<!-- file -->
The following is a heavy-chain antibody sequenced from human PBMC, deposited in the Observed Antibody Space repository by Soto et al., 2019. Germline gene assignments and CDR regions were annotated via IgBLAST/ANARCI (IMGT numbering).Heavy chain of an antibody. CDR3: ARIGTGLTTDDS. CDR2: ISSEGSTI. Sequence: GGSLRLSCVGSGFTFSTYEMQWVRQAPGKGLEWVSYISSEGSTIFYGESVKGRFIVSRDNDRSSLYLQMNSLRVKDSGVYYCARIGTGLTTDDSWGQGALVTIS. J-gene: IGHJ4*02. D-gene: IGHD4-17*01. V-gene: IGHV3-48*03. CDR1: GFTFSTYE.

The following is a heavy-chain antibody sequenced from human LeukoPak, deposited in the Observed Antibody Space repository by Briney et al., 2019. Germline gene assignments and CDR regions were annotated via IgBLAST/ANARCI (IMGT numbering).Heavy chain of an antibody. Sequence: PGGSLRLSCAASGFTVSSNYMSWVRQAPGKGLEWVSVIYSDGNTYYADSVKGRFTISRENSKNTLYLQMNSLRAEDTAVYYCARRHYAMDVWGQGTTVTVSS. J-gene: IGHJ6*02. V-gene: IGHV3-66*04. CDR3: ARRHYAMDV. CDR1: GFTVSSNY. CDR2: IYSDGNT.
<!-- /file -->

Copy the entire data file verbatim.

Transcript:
The following is a heavy-chain antibody sequenced from human PBMC, deposited in the Observed Antibody Space repository by Soto et al., 2019. Germline gene assignments and CDR regions were annotated via IgBLAST/ANARCI (IMGT numbering).Heavy chain of an antibody. CDR3: ARIGTGLTTDDS. CDR2: ISSEGSTI. Sequence: GGSLRLSCVGSGFTFSTYEMQWVRQAPGKGLEWVSYISSEGSTIFYGESVKGRFIVSRDNDRSSLYLQMNSLRVKDSGVYYCARIGTGLTTDDSWGQGALVTIS. J-gene: IGHJ4*02. D-gene: IGHD4-17*01. V-gene: IGHV3-48*03. CDR1: GFTFSTYE.

The following is a heavy-chain antibody sequenced from human LeukoPak, deposited in the Observed Antibody Space repository by Briney et al., 2019. Germline gene assignments and CDR regions were annotated via IgBLAST/ANARCI (IMGT numbering).Heavy chain of an antibody. Sequence: PGGSLRLSCAASGFTVSSNYMSWVRQAPGKGLEWVSVIYSDGNTYYADSVKGRFTISRENSKNTLYLQMNSLRAEDTAVYYCARRHYAMDVWGQGTTVTVSS. J-gene: IGHJ6*02. V-gene: IGHV3-66*04. CDR3: ARRHYAMDV. CDR1: GFTVSSNY. CDR2: IYSDGNT.